President Biden yesterday announced "we have a deal" on an infrastructure bill, while surrounded by a bipartisan group of senators in the White House driveway.
Between the lines: No they don't. Unless you want to make the word "deal" as squishy as the word "infrastructure" has become.
Why it matters: There is still no clarity on corporate or individual tax rates, including for income already earned in 2021.
State of play: Yesterday's agreement primarily focuses on new spending for physical infrastructure, including broadband. The IRS would get extra resources to close the so-called "tax gap," but there aren't any rate hikes. Carried interest is not addressed in the information disclosed so far.
Wait, that sounds like a deal: Biden says he wants to dance a legislative two-step. Get this $1.2 trillion infrastructure package through with GOP support, but only if he can also get a separate bill passed via reconciliation. Which may be like saying I came to an agreement with the Lamborghini dealer, so long as I can get one other thing done first.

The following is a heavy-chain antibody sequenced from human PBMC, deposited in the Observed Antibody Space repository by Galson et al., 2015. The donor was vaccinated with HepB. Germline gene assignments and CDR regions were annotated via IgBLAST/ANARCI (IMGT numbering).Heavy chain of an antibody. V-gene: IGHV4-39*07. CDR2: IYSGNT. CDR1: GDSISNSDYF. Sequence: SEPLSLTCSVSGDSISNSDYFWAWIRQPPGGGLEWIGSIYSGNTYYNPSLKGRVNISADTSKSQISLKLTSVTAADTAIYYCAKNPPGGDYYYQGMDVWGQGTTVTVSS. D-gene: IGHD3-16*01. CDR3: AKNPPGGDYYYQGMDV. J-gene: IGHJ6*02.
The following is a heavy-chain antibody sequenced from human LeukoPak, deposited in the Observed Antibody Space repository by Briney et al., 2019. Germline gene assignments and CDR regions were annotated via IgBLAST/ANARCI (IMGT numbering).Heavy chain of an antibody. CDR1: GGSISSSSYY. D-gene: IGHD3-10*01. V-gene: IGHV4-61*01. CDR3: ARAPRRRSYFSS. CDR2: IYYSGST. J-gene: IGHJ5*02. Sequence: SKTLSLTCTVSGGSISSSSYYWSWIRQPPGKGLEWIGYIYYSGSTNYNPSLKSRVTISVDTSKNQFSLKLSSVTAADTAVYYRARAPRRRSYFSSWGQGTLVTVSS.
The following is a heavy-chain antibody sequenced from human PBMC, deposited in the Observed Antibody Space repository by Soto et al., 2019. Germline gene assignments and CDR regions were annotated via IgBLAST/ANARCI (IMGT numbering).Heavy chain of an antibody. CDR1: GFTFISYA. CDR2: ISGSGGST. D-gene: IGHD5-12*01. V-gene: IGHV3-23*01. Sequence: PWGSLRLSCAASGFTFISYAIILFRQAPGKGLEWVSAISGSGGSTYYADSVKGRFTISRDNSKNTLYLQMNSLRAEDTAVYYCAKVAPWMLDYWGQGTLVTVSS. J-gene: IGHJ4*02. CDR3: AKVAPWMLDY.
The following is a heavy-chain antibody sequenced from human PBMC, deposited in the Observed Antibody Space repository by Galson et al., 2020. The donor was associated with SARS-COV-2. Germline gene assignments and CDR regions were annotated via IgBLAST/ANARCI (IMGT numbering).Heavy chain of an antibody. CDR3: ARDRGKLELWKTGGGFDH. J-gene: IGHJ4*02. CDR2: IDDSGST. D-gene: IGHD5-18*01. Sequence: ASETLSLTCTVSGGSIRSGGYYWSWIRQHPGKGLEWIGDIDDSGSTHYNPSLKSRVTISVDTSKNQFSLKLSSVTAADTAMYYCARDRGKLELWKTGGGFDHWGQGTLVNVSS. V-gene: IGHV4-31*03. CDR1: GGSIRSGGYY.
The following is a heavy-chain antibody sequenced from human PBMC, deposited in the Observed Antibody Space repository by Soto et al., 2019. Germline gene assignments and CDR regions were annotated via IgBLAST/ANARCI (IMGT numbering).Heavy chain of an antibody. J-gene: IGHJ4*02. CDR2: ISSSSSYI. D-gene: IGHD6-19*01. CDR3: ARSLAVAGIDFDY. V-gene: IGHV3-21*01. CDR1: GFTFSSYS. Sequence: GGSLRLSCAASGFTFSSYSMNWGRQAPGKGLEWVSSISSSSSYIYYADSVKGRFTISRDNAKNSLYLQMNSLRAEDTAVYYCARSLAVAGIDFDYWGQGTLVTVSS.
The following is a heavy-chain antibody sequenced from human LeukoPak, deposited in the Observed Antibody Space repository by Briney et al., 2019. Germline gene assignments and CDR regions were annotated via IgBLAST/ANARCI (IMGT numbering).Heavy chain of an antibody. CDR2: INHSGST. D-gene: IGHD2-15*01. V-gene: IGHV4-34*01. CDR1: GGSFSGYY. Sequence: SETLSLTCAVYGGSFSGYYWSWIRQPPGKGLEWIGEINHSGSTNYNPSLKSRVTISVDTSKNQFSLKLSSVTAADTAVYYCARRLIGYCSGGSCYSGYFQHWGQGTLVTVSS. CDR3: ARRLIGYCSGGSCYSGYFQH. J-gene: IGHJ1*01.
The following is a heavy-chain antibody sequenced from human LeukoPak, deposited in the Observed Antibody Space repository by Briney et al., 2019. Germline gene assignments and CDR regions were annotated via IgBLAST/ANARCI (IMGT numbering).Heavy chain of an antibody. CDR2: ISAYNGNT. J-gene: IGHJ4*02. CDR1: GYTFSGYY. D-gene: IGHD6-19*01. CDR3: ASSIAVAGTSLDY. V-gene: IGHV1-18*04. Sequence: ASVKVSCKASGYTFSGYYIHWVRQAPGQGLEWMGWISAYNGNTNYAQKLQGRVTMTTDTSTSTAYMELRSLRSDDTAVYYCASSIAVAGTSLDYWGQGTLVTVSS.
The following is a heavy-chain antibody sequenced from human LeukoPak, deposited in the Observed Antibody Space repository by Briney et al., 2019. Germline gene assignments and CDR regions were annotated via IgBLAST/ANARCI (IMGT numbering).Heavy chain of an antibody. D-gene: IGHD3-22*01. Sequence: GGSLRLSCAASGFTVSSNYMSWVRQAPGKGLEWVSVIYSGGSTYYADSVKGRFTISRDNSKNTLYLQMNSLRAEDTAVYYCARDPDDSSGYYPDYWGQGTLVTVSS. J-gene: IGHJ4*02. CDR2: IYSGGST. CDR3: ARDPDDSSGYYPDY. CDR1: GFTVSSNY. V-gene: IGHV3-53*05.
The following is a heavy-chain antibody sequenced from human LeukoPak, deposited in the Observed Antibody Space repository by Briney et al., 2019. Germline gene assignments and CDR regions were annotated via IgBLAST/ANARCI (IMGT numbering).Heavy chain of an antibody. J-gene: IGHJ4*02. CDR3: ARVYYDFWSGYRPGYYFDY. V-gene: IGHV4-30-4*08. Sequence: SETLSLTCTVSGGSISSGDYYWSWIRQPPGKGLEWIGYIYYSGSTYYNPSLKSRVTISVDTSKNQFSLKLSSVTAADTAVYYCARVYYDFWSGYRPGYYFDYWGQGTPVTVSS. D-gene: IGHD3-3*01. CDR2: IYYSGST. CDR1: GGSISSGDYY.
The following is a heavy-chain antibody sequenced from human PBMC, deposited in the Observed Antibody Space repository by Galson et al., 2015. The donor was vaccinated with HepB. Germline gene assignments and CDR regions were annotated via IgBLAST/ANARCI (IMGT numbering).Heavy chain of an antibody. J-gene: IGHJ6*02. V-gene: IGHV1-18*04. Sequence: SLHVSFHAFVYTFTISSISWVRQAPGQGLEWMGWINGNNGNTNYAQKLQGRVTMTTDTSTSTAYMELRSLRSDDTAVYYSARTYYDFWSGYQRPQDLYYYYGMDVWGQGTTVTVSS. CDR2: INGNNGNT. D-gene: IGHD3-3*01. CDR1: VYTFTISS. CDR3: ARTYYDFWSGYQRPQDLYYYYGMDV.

- Indeed, some Senate Republicans are already saying they won't be held hostage to such an arrangement, with Lindsay Graham calling it a "deal breaker."
Timing: Congress is likely to work through the August recess and into the fall, per Axios' Hans Nichols. And with each passing day, the prospective of retroactive taxes becomes more complicated. Same goes for investors seeking to make decisions related to the prospective infrastructure spend.
The bottom line: Infrastructure Week may never end.